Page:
1. Stop buying duplicates
As my client, Jennifer, (OK, that’s not actually her real name) and I decluttered some of her paperwork a few weeks ago, we came across two maps of the local area. She’d bought the second one because she couldn’t find the first one, even though she knew she had it.
How often have you ended up buying something that you know you’ve already got?
Or buying something you didn’t know you’d got and then coming across it? How annoying is that?!
One of the things about clutter is that you can’t find anything! And you lose track of what you’ve got and what you haven’t got.
When you clear your clutter and organise your stuff, you reacquaint yourself with what you’ve got, and you set your home up so you can always lay your hand quickly on anything you’re looking for.
2. Shop with a list – always!
Clearing clutter and staying clutter-free is as much, if not more, about reducing what you bring into your home as it is about clearing out what’s already there.
Do you shop as retail therapy?
Do you find it hard to resist a bargain?
Do you buy stuff because it’s cheap even if it’s not quite what you want? Clothes that you’ll need to alter (and then never do), or lose weight before you can wear (and then never do)? Food that’s not your favourite brand (that you don’t then get round to eating)? Toiletries that aren’t the ones you love (so then you buy the ones you love anyway and use them instead)?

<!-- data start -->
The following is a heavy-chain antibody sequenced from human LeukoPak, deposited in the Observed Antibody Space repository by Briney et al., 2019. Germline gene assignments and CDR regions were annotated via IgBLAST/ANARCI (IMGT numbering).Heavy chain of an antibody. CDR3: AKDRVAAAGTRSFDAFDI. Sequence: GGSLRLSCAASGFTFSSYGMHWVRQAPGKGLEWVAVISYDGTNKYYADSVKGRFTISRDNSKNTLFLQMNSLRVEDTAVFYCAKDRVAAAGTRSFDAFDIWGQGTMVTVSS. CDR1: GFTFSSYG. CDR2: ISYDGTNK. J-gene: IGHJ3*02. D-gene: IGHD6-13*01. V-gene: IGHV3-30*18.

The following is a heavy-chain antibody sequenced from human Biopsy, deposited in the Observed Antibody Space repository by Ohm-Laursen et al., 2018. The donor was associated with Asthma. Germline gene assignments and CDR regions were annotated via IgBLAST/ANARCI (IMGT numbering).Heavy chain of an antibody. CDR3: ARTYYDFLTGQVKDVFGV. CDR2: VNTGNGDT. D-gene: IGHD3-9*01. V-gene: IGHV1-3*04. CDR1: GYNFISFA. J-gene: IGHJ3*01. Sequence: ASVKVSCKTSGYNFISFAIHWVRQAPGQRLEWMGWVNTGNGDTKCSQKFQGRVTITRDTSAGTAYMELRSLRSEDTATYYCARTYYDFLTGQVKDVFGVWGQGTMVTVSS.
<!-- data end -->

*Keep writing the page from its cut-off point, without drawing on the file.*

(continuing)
Do you always come back from the shops with more than you intended to buy?
Shops are designed to encourage us to make impulse purchases and buy more than we planned to.
You don’t have to be their victim though. And your secret weapon is your LIST!
Always make a list before you go shopping. And then shop only for the stuff on your list. It may not stop all the impulse purchases. Sure will reduce them though.
And, if there’s nothing on your list…don’t go shopping. If you want to go shopping when there’s nothing you need to buy, have a look at what it is you want from that shopping trip, and see if you can get the experience another way.
3. Stop paying for storage
Sometimes my clients think that, if they put some stuff into storage, or move to a bigger home, they’ll solve their clutter problem.
Trouble is that, once they’re paying for storage, or higher rent or a bigger mortgage, the clutter creeps back.
Storage isn’t the answer. The answer is changing the habits, attitudes and opinions that cause clutter. That includes reducing the amount of stuff that comes into your home, and processing what does come in so it never becomes clutter, as well as clearing the backlog.
If you address all three of these, you can live clutter-free however much space you’ve got, without paying for storage.
4. Turn clutter into cash
As you declutter, you will almost certainly come across saleable items that you no longer want.
And, these days, it’s easier than ever to turn them into cash.
Look out for free listing days on ebay. Then you can list your stuff at no risk because, if it doesn’t sell, you don’t have to pay anything.
If you’ve got larger items, that would cost a lot to post, try local free classified ads.
If you’ve got enough stuff to sell, do a car boot sale or tabletop sale. And, if you haven’t got enough, share one with a friend.
5. Reduce removal costs
If you’re moving house, don’t plan to declutter at the other end. Declutter before you move.
It’ll save you money if you’re using a removal company. And time if you’re doing it yourself (and time is money, right?)
Plus, wouldn’t you rather start afresh in your new place? Don’t drag into your brand-new home all the mental clutter that’s associated with your physical clutter. Take with you only what you want or need in your new place.
How has decluttering saved or made you money? Post a comment below.